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2007 Toyota Camry with 110,000 miles that is burning oil too fast

I have a 2007 Toyota Camry with 110,000 miles that is burning oil too fast. A farm mechanic told me I should put thicker oil in it- straight SAE 30. It is a 4 cyl, 2.4 L Automatic. I had a oil and filter change less than 2 months ago, have driven maybe 2,000 miles. The oil is below the first dot. The manufacturer says to put 5W 20 oil in. I live in central North Carolina, so below freezing temperatures aren’t an issue. Last oil and filter change, they checked for leaks and they said it was clean underneath with none. Also, is it possible the car is burning the oil fast because I live in a warmer climate and I’m using the thinner oil? Is it ok to put the thicker straight SAE 30 oil in it? If yes, can I add it to what’s already there (5w 20)? Thanks!

Here’s your problem.
Toyota is well aware of the problem and their solution is updated pistons and rings.
DO NOT use 30 weight.
If you can’t afford the “permanent” fix, continue to use 5W20, topping off as needed.
Good luck!

@renee2010 If you read the owner’s manual you will find somewhere that oil consumption of 1 quart per 1000 miles should be considered “normal”. The thinner oils definitely promote more oil consumption. We have a 2007 Corolla which originally was to use 5W30 oil according to the manual. Later a Toyota bulletin said that 5W20 or 0W20 synthetic was OK. So, go figure! The car was properly broken in and uses no oil between changes, even with 5W20.

Car manufacturers are under extreme pressure to meet the government mandated miles per gallon standards. One way to do that is by using thinner oils. So we have nearly all newer cars using these oils. Last year I rented a Toyota Matrix which had its manual say that 1 quart per 750 miles !! was “normal”. Dealers want to get rid of 5W30 oils in bulk and put 5W20 or 0W20 in all cars in order to save space. I get this stuff all the time from my dealer.

Don’t listen to your “farm mechanic”. Straight 30 oil is too thick on a cold morning, even in North Carolina! It will cause excessive wear on the valve train when starting up and may even keep the hydraulic valve mechanism from functioning porperly. Car and tractor engines are very different.

The best oil for your car would be a 0W30 synthetic, if you want to use a slightly thicker oil to cut oil consumption. That gives you a thin oil for startup to lube the valve gear quickly and it provides a heavier weight for highway driving to keep oil usage under control. Keep in mind that any oil starting with a “0” is either full or part synthetic and costs more. The first number on an oil label is the start-up viscosity at 0 degrees C. The other number is the viscosity at 100 deg C operating temperature. Those extra few dollars are small potatoes compared with the price of a new engine.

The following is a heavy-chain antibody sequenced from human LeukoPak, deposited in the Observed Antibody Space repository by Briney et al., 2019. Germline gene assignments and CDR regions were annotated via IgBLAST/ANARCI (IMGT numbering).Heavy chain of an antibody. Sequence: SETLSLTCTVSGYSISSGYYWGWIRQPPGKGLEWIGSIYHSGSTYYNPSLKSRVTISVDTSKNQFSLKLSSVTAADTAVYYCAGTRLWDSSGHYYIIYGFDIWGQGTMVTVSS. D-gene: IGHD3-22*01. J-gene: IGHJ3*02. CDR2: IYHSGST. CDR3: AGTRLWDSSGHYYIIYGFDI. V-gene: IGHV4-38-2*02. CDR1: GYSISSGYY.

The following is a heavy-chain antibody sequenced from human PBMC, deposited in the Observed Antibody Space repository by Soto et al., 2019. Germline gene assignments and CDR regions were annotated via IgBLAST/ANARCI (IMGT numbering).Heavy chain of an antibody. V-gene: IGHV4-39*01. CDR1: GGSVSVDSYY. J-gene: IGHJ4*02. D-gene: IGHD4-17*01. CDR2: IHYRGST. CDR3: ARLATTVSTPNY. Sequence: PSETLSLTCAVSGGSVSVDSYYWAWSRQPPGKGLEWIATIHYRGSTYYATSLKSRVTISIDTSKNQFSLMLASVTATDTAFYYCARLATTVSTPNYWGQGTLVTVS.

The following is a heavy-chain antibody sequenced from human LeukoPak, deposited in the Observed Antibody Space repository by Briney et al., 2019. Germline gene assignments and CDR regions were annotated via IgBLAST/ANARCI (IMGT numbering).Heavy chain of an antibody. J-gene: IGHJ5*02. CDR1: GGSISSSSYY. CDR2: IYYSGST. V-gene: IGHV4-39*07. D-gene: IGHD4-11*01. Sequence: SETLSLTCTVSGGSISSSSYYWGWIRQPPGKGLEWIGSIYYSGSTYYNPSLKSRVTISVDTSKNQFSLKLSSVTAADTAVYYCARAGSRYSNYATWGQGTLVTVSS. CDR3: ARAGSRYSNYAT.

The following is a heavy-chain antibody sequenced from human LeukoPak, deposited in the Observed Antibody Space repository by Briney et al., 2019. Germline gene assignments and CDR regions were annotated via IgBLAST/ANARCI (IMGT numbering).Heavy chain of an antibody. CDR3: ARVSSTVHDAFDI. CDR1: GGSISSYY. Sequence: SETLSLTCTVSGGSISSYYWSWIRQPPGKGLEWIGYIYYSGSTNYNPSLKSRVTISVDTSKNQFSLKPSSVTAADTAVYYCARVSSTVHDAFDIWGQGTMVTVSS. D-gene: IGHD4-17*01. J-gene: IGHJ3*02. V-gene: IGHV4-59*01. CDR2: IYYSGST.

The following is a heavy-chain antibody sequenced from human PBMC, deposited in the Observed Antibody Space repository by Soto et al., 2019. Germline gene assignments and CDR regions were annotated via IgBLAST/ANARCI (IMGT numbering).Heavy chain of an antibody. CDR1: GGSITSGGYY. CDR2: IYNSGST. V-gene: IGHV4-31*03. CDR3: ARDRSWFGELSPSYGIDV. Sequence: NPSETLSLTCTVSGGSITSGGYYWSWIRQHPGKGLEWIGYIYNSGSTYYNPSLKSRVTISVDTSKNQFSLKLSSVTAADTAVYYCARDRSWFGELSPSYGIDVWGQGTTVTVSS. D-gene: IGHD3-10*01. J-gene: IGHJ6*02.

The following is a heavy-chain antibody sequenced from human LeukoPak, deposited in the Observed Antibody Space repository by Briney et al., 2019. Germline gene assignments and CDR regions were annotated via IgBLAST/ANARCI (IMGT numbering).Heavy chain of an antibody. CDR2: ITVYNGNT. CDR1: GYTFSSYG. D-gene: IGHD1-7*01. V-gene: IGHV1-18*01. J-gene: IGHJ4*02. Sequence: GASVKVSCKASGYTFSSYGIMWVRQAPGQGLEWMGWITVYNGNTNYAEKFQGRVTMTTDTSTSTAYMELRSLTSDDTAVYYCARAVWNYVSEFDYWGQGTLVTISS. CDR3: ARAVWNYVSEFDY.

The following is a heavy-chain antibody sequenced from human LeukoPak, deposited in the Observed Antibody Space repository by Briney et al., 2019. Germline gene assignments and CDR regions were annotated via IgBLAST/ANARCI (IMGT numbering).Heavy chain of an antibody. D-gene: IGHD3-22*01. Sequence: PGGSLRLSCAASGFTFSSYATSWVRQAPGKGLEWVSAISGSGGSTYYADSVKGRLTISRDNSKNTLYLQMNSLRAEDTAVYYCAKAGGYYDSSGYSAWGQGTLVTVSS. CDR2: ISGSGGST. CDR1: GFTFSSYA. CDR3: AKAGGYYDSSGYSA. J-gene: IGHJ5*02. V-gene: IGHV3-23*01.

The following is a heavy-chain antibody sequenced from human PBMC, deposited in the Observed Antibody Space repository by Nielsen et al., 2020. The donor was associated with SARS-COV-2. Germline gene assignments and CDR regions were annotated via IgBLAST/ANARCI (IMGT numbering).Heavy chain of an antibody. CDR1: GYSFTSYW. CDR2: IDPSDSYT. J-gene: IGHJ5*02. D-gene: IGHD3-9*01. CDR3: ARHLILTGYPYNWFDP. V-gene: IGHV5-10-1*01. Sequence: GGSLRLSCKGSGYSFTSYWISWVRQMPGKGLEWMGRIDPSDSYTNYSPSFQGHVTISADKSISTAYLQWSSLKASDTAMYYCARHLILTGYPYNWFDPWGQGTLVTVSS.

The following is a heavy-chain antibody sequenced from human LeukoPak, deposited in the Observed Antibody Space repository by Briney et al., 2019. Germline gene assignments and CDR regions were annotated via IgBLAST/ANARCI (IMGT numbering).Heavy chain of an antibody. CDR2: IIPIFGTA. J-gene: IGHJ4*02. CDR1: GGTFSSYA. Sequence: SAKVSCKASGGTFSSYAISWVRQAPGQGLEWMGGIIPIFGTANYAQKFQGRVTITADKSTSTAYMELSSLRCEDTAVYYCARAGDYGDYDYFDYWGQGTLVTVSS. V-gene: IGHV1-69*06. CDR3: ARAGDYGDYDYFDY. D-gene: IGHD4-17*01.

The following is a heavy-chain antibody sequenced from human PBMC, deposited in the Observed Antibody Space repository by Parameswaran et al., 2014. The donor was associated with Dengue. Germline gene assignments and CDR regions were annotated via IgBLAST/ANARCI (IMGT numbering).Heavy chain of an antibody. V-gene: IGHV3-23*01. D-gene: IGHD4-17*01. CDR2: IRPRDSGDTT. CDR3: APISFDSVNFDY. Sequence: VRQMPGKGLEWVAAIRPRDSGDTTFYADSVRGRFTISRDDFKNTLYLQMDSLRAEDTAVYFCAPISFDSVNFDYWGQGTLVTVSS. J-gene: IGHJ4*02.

By the way, some oil consumption does not harm your engine.

Some background info: did you buy the car new? Proper break-in is very important. How fast do you drive? In any case 1 quart per 2000 miles is no problem. Check your oil every second tankfull of gas. Just stay away from your farm mechanic and his advice.

There is nothing that states a car should go from oil change to oil change without needing to add any oil. This is an expectation many people have for their cars, but it isn’t true for all cars. Toyota will say something like adding a quart of oil every 1000 miles is OK. Some brands of oil burn off faster than others.

I’m not sure if your car needs a full quart of oil or 1/2 quart to bring the level up to full. Either way, just buy a couple of bottles of 5W-20 oil at Walmart and add as needed. In the future try using a different brand of oil.

But, don’t switch to a straight 30W oil as the farm mechanic suggests. It might be ok for an old tractor, but it isn’t good for your car.

Check your oil every couple of weeks, add when needed, and drive on. I don’t think you really have any problem to be concerned about. Have the PCV valve check or replaced (easy and inexpensive) as a clogged PCV will increase oil consumption. When you notice a good sized puff of blue smoke when you pull away from a stoplight then you have a problem.

Yikes. Like You Db4690, That’s Why I Look For TSBs Prior To Car Purchase. Consumer Reports Surveys And Other Sources Often Don’t Reflect Information Of This Importance.


Agree with sticking with the recommended oil and do not use 30HD, that is for tractors and lawn mowers. However, 10w30 might solve the problem that you don’t really have, but don’t go any heavier than that.

@csa Likewise; At one time I thought about buying a 1997 Ford Taurus. I googled the TSBs and there were 151!!!, not all serious, but it told me Ford was building “do it yourself” kits, and the dealers were poorly prepared to look after the car!. That same year there were only 4 TSBs for the Lexus 400, none of them serious.

@commonsenseanswer unfortunately this TSB didn’t exist when the owners bought their vehicles.